The Synvisc franchise as Henri touched on increased by about 25%, and that was due to the strong Synvisc-One sales. Since its introduction in the United States Synvisc-One is of a very, very strong start, and we expect to see that continue into 2010. In the Heme/Onc oncology area, the revenue increased predominantly due to the Bayer transaction, as well as the strong Mozobil revenue increases. This segment ended 2009 with revenue of about $300 million.

As I mentioned in my opening, all the other segments increased by approximately double digits of revenue on a year-on-year basis, Genetics and Diagnostics by 13%, transplant by 17%. So, again it is a nice balance. Our non-GAAP gross margin for the full-year decreased to 71%, largely associated with the Allston plant shutdown and the restart.

Setting aside the manufacturing discrete item, our gross margin would have been approximately 73%. Within our operating expense, our full-year non-GAAP R&D expenses were $804 million. The growth in R&D expenses focused on the two Phase 3 studies associated with MS as well as the Cerezyme small molecule study.

Our full year non-GAAP SG&A expenses were approximately $1.3 billion. Increases in SG&A include the field sales and marketing components of the Bayer transaction, as well as expenses associated with the Synvisc-One launch. Our non-GAAP tax rate was 25% for the year. Our Q4 tax rate looks a little odd, because it represents the true up for the full-year amount as well as the impact of the lower profits compared to our fixed tax benefits.

Capital expenditures for the year was $662 million. Capital in 2009 was focused on our manufacturing infrastructure of Thymoglobulin, the cell culture expansion and the expansion of our fill and finish line in Waterford, Ireland. We ended the year with cash and marketable securities of approximately $1.1 billion in cash. Our stock repurchase for 2009 was 7.9 million shares for approximately $414 million. This leaves us with about 7 million shares remaining under our board authorized repurchase.

So, that closes the books on 2009. Let me add a little bit of color on the 2010 guidance. As we move through our recovery period, and we gained our momentum during the course of the year, we expect total revenue to increase to approximately $5.2 billion to $5.5 billion. We set the upper and lower range very purposely this year. The upper range of the revenue represents increased yield in Fabrazyme, accelerated approval of Lumizyme and maintenance of the Cerezyme market share. At the bottom end of our range, we exclude among other items, the decrease in the budgeted euro rate.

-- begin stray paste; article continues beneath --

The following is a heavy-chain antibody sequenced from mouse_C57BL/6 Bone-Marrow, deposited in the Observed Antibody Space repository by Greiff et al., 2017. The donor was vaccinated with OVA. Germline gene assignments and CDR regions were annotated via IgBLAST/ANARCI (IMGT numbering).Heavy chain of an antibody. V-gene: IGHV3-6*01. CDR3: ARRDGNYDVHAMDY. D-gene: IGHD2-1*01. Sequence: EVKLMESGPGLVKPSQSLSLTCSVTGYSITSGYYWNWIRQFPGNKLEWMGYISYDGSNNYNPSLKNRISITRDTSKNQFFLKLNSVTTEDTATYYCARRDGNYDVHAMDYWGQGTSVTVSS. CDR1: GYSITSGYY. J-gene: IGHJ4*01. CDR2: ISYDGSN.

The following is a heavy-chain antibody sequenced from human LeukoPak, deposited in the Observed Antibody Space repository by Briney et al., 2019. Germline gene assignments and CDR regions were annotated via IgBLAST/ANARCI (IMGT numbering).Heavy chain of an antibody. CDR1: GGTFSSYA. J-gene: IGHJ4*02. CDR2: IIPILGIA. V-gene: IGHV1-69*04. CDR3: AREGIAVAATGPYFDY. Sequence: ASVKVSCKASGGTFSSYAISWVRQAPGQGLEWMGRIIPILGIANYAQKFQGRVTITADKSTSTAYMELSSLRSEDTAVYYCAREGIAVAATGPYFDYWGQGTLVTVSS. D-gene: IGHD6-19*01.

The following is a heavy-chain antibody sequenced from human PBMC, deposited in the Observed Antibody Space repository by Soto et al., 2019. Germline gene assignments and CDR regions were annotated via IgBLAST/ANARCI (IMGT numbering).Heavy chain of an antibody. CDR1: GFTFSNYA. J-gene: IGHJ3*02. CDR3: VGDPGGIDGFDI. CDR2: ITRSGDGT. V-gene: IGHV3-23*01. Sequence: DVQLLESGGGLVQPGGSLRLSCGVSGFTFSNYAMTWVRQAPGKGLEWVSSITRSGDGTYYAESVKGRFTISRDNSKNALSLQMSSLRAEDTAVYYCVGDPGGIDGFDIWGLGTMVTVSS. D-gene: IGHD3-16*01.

Our budgeted rate at that time that we set our budgets was 1.5 on the euro. The bottom end of our range represents an estimated 1.4. So that sort of gives you the bookends.

Within the Genetic Diseases segment, we expect to resupply and maintain Cerezyme as the market leader for the treatment of Gaucher disease, and we expect the revenue to come in between $980 million and $1.04 billion. The Fabrazyme base revenue assumes the lower yields of the current cell line. Again, increased yields will move this revenue to the high end of our guidance, and perhaps a little beyond.

Our revenue guidance in Fabrazyme is $360 million to $380 million. Lumizyme approval in the United States is another key event for us. As Henri mentioned, our PDUFA date is in June. With approval, we eliminate the costs associated with the supply of free drugs as well as capture the margins here in the United States. Our Lumizyme and Myozyme guidance for 2010 is $470 million to $500 million.

Synvisc has provided a strong revenue growth for us, as I mentioned for 2009, and we expect that momentum to continue through 2010. Guidance in the Synvisc area is $430 million to $450 million. With the ongoing roll out of Renvela worldwide, we expect the revenue to increase in this area approximately 6%, and that is in the range of $740 million to $770 million.

The full-year impact of the Bayer transaction and the Mozobil revenue will drive the Heme/Onc area to $775 million to $810 million, and again that includes Thymoglobulin. I should note that there are five products within this segment with revenue expectations in excess of $100 million in 2010. So we're really getting a lot of momentum there.